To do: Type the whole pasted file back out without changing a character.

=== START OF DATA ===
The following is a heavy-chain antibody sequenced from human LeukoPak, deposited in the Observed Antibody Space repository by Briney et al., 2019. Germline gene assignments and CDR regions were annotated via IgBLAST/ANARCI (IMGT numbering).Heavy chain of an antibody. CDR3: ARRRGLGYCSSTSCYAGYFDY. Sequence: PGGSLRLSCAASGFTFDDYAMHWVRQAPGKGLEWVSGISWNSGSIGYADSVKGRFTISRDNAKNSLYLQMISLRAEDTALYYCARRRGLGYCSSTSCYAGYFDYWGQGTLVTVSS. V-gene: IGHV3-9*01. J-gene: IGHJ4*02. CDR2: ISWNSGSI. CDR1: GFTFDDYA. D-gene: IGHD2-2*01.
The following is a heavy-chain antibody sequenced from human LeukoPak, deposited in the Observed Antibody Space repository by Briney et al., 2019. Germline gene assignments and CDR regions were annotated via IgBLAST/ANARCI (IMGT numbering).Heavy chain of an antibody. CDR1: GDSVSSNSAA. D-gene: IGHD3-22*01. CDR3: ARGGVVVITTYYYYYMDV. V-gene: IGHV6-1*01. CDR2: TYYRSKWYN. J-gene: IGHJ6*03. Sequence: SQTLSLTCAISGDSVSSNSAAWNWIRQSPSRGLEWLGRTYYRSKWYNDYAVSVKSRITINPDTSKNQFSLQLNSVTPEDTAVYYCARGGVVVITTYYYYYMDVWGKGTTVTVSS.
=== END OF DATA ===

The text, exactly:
The following is a heavy-chain antibody sequenced from human LeukoPak, deposited in the Observed Antibody Space repository by Briney et al., 2019. Germline gene assignments and CDR regions were annotated via IgBLAST/ANARCI (IMGT numbering).Heavy chain of an antibody. CDR3: ARRRGLGYCSSTSCYAGYFDY. Sequence: PGGSLRLSCAASGFTFDDYAMHWVRQAPGKGLEWVSGISWNSGSIGYADSVKGRFTISRDNAKNSLYLQMISLRAEDTALYYCARRRGLGYCSSTSCYAGYFDYWGQGTLVTVSS. V-gene: IGHV3-9*01. J-gene: IGHJ4*02. CDR2: ISWNSGSI. CDR1: GFTFDDYA. D-gene: IGHD2-2*01.
The following is a heavy-chain antibody sequenced from human LeukoPak, deposited in the Observed Antibody Space repository by Briney et al., 2019. Germline gene assignments and CDR regions were annotated via IgBLAST/ANARCI (IMGT numbering).Heavy chain of an antibody. CDR1: GDSVSSNSAA. D-gene: IGHD3-22*01. CDR3: ARGGVVVITTYYYYYMDV. V-gene: IGHV6-1*01. CDR2: TYYRSKWYN. J-gene: IGHJ6*03. Sequence: SQTLSLTCAISGDSVSSNSAAWNWIRQSPSRGLEWLGRTYYRSKWYNDYAVSVKSRITINPDTSKNQFSLQLNSVTPEDTAVYYCARGGVVVITTYYYYYMDVWGKGTTVTVSS.